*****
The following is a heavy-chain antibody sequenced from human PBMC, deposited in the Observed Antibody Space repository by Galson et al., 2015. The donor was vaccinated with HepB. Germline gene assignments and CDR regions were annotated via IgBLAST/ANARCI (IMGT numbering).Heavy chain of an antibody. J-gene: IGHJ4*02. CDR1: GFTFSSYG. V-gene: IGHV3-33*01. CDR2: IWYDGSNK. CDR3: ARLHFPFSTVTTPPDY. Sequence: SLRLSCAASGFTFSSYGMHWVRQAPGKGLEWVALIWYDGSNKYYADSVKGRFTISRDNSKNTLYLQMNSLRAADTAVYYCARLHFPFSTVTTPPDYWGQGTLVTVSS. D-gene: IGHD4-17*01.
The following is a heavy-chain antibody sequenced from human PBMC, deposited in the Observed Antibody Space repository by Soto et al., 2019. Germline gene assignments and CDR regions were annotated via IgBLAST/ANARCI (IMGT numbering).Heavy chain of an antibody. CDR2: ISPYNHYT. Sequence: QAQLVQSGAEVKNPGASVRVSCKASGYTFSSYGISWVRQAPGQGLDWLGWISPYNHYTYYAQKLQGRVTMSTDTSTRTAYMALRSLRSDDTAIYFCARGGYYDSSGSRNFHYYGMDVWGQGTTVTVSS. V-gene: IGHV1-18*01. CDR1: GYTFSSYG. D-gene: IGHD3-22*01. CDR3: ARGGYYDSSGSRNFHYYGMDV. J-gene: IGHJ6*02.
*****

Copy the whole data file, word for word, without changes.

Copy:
The following is a heavy-chain antibody sequenced from human PBMC, deposited in the Observed Antibody Space repository by Galson et al., 2015. The donor was vaccinated with HepB. Germline gene assignments and CDR regions were annotated via IgBLAST/ANARCI (IMGT numbering).Heavy chain of an antibody. J-gene: IGHJ4*02. CDR1: GFTFSSYG. V-gene: IGHV3-33*01. CDR2: IWYDGSNK. CDR3: ARLHFPFSTVTTPPDY. Sequence: SLRLSCAASGFTFSSYGMHWVRQAPGKGLEWVALIWYDGSNKYYADSVKGRFTISRDNSKNTLYLQMNSLRAADTAVYYCARLHFPFSTVTTPPDYWGQGTLVTVSS. D-gene: IGHD4-17*01.
The following is a heavy-chain antibody sequenced from human PBMC, deposited in the Observed Antibody Space repository by Soto et al., 2019. Germline gene assignments and CDR regions were annotated via IgBLAST/ANARCI (IMGT numbering).Heavy chain of an antibody. CDR2: ISPYNHYT. Sequence: QAQLVQSGAEVKNPGASVRVSCKASGYTFSSYGISWVRQAPGQGLDWLGWISPYNHYTYYAQKLQGRVTMSTDTSTRTAYMALRSLRSDDTAIYFCARGGYYDSSGSRNFHYYGMDVWGQGTTVTVSS. V-gene: IGHV1-18*01. CDR1: GYTFSSYG. D-gene: IGHD3-22*01. CDR3: ARGGYYDSSGSRNFHYYGMDV. J-gene: IGHJ6*02.